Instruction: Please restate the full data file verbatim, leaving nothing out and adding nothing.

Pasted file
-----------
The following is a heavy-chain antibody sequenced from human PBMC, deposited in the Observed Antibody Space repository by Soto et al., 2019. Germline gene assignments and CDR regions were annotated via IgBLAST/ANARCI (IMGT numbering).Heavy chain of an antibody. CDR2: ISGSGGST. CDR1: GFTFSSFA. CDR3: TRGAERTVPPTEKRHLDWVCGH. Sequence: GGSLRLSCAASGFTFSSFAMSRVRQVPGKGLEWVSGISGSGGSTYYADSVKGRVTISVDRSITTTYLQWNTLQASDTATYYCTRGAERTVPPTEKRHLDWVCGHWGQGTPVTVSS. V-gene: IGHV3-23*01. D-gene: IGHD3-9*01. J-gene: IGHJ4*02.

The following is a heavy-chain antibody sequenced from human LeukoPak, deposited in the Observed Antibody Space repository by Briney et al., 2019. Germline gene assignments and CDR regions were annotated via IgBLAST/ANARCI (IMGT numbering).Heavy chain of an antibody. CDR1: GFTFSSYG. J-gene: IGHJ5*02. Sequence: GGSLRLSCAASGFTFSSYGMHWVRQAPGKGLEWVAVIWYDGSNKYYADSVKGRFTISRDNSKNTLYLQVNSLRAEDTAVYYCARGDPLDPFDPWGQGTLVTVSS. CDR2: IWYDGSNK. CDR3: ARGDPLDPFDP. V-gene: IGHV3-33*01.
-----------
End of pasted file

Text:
The following is a heavy-chain antibody sequenced from human PBMC, deposited in the Observed Antibody Space repository by Soto et al., 2019. Germline gene assignments and CDR regions were annotated via IgBLAST/ANARCI (IMGT numbering).Heavy chain of an antibody. CDR2: ISGSGGST. CDR1: GFTFSSFA. CDR3: TRGAERTVPPTEKRHLDWVCGH. Sequence: GGSLRLSCAASGFTFSSFAMSRVRQVPGKGLEWVSGISGSGGSTYYADSVKGRVTISVDRSITTTYLQWNTLQASDTATYYCTRGAERTVPPTEKRHLDWVCGHWGQGTPVTVSS. V-gene: IGHV3-23*01. D-gene: IGHD3-9*01. J-gene: IGHJ4*02.

The following is a heavy-chain antibody sequenced from human LeukoPak, deposited in the Observed Antibody Space repository by Briney et al., 2019. Germline gene assignments and CDR regions were annotated via IgBLAST/ANARCI (IMGT numbering).Heavy chain of an antibody. CDR1: GFTFSSYG. J-gene: IGHJ5*02. Sequence: GGSLRLSCAASGFTFSSYGMHWVRQAPGKGLEWVAVIWYDGSNKYYADSVKGRFTISRDNSKNTLYLQVNSLRAEDTAVYYCARGDPLDPFDPWGQGTLVTVSS. CDR2: IWYDGSNK. CDR3: ARGDPLDPFDP. V-gene: IGHV3-33*01.